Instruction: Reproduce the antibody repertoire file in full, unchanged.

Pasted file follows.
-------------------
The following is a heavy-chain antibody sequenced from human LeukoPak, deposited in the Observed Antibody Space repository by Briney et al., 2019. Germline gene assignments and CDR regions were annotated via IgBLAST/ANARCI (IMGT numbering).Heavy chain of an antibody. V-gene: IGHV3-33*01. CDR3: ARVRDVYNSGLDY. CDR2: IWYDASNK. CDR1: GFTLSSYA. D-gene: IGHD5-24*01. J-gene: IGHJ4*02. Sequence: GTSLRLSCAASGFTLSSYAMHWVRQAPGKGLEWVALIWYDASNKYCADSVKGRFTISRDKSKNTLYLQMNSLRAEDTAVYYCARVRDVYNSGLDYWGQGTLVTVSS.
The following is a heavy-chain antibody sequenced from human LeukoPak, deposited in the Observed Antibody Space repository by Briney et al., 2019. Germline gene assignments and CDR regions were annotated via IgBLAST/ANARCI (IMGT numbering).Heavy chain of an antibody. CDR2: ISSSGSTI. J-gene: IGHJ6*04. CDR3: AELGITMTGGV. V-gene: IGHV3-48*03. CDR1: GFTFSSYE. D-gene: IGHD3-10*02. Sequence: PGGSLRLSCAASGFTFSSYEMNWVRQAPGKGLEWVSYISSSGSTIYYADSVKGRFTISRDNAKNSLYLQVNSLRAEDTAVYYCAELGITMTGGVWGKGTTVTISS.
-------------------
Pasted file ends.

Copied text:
The following is a heavy-chain antibody sequenced from human LeukoPak, deposited in the Observed Antibody Space repository by Briney et al., 2019. Germline gene assignments and CDR regions were annotated via IgBLAST/ANARCI (IMGT numbering).Heavy chain of an antibody. V-gene: IGHV3-33*01. CDR3: ARVRDVYNSGLDY. CDR2: IWYDASNK. CDR1: GFTLSSYA. D-gene: IGHD5-24*01. J-gene: IGHJ4*02. Sequence: GTSLRLSCAASGFTLSSYAMHWVRQAPGKGLEWVALIWYDASNKYCADSVKGRFTISRDKSKNTLYLQMNSLRAEDTAVYYCARVRDVYNSGLDYWGQGTLVTVSS.
The following is a heavy-chain antibody sequenced from human LeukoPak, deposited in the Observed Antibody Space repository by Briney et al., 2019. Germline gene assignments and CDR regions were annotated via IgBLAST/ANARCI (IMGT numbering).Heavy chain of an antibody. CDR2: ISSSGSTI. J-gene: IGHJ6*04. CDR3: AELGITMTGGV. V-gene: IGHV3-48*03. CDR1: GFTFSSYE. D-gene: IGHD3-10*02. Sequence: PGGSLRLSCAASGFTFSSYEMNWVRQAPGKGLEWVSYISSSGSTIYYADSVKGRFTISRDNAKNSLYLQVNSLRAEDTAVYYCAELGITMTGGVWGKGTTVTISS.